For more than a decade, the Blackhawks basically only needed to offer tickets to sell tickets.
But that is changing.
Their legendary streak of sold-out sales has faded, although attendance has remained relatively strong. With the impending on-ice rebuild presaging at least a few more years of losing hockey, getting fans to the United Center won’t be easier.
The Hawks are not unaware of this reality. After months of surveys, studies, focus groups, conversations, brainstorming and fresh ideas, they unveiled a new subscription program on Wednesday – focusing on the “membership” aspect, designed to offer fans more than just a ticket for each Game.
They hope the program will maintain the energetic atmosphere and relatively large crowds throughout this transitional era. They also hope it will initiate a new relationship between the franchise, which seems to realize that its previous brand of selling exclusivity and elitism no longer flies, and its fans.
“The fans built this program,” Hawks business president Jaime Faulkner told The Sun-Times.
“They don’t hesitate to tell us what interests them. We listened and incorporated all of their feedback, or as much as we could, into this membership program. We hope they will be happy. We hope they will see this program and say, ‘Yes, you heard what we said, and you did.’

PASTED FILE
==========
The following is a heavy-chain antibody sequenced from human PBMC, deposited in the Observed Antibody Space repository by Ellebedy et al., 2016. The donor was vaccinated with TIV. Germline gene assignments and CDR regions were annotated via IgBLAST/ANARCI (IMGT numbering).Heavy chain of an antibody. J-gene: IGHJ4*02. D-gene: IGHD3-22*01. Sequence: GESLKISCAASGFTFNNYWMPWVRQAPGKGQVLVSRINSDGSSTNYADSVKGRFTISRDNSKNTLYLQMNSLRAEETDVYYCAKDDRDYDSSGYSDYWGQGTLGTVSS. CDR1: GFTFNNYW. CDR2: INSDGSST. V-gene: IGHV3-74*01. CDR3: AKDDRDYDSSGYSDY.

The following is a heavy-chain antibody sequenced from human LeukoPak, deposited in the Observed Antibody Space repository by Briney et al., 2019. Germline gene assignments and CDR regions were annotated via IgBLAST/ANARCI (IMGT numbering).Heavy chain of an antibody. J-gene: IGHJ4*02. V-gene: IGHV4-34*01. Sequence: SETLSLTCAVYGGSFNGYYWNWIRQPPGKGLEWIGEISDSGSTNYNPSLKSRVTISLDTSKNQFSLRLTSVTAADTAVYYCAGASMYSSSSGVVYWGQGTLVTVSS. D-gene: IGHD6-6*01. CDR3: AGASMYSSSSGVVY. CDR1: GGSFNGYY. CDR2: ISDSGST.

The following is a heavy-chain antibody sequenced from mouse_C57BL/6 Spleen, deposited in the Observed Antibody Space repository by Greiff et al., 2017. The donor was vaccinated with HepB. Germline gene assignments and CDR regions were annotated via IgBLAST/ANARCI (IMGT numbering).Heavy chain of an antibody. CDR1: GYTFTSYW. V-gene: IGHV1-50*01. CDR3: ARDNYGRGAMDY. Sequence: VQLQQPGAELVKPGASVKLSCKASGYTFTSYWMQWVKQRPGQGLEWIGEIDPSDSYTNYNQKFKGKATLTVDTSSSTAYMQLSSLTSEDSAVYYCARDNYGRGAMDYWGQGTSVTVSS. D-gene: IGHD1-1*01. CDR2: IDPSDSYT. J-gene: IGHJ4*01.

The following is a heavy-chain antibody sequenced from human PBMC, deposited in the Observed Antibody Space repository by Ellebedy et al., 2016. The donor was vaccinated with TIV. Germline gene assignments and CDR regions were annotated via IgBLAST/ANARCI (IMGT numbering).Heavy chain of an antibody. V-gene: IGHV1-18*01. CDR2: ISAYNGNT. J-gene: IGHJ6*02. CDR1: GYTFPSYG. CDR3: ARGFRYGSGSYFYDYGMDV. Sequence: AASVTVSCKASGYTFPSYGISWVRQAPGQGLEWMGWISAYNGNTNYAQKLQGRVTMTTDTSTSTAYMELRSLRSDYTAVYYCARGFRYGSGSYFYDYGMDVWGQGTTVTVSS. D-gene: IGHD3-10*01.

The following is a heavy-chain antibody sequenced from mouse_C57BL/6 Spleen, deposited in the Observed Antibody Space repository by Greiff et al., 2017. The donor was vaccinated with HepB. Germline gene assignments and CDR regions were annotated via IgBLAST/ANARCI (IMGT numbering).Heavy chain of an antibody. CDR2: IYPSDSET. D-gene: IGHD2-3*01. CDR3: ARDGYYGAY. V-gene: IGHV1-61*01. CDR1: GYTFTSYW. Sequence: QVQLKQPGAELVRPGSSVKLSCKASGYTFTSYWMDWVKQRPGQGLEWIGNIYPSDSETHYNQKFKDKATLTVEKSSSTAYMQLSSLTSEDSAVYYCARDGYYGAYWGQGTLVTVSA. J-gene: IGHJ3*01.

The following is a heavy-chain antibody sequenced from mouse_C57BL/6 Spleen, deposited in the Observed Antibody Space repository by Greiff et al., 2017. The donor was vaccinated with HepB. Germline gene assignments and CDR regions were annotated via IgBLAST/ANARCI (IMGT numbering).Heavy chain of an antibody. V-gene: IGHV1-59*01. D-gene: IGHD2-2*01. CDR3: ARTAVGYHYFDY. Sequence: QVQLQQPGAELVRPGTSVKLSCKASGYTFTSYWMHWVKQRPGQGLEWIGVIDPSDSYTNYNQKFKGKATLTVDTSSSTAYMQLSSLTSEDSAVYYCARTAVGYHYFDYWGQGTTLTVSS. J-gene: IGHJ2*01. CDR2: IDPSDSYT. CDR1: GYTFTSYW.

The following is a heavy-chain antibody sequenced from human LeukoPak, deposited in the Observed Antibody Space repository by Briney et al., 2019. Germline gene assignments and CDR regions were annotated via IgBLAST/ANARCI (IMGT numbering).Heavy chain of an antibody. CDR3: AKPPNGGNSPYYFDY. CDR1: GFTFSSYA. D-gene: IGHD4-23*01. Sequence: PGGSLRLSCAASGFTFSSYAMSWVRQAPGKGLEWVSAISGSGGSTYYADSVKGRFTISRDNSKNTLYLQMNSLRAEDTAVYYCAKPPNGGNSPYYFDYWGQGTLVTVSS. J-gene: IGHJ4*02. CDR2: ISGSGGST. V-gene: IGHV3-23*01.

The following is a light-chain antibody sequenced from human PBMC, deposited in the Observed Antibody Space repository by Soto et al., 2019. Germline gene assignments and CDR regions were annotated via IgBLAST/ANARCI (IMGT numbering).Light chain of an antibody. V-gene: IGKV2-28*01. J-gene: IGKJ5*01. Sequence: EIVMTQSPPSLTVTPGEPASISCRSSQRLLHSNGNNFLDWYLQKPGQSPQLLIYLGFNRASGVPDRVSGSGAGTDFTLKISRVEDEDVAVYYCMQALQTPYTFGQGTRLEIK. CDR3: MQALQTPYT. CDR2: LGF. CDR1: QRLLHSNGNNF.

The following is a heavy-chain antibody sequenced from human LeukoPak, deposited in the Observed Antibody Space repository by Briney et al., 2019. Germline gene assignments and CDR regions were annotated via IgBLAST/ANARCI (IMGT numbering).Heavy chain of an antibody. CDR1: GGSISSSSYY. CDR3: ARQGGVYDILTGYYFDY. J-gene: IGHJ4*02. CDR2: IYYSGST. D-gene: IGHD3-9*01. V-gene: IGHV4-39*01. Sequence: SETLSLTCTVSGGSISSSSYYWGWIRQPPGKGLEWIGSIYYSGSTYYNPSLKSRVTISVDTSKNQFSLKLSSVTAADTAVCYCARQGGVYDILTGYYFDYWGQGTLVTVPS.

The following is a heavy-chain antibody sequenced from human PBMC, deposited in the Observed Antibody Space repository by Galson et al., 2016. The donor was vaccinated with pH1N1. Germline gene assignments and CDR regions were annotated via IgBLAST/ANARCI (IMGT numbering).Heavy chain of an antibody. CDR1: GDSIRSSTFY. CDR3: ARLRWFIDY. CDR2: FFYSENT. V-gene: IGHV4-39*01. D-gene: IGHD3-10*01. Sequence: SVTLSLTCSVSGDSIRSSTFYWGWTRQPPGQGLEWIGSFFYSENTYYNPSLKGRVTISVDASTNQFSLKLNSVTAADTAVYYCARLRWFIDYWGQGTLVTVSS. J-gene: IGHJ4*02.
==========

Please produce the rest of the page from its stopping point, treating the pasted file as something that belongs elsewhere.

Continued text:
There’s one aspect of the new ticketing program that fans will inevitably care about the most: price. And on that front, Jamie Spencer — the Hawks’ new vice president of revenue — wants to say something very clear.
“They told us, we heard them, we researched them and we agree with them,” he said. “Our tickets are too expensive.
Thus, 84% of places will be cheaper next season. Another 9% will stay about the same, leaving only 7% more expensive. The plans also no longer require the purchase of tickets for pre-season games, further reducing the cost.
The lack of uniformity stems from an overhaul of the United Center seating chart, doubling the number of different “price zones” from 16 to 32. Previous zones often grouped seats with different actual values, such as lower rows and higher in a given section. ; the new areas are more specific to the actual value of each seat.
“We have all the data, we know what those consumer behaviors and insights are, and we set our pricing grid accordingly,” Spencer said. “Then we went back and added value to each seat and added benefits to it. We know what they are trading for in the secondary market, and from there we determined the optimal price for each seat. , taking into account all these factors.
The price changes will not only affect actual season ticket members, but also single match tickets (when these go on sale closer to next season) and impact resale prices. The Hawks are aware resale prices are pretty low — Stubhub tickets for Tuesday against the Kings currently start at $8, for example — and they’re hoping to remedy the problem.
Flexibility has also been improved with the addition of “Pick ‘Em” partial season plans – which allow fans to choose their games – and game swaps for full and partial season plans with game assortments predefined.
“There are two types of fans: those who want to choose their seats and know where they are going to sit, because the location of the seats is very important, and those who want to choose their games,” Spencer said. “Having these products will attract new fans and possibly create more value, because in some cases we learned that there were too many games that they could not resell or were wasted.”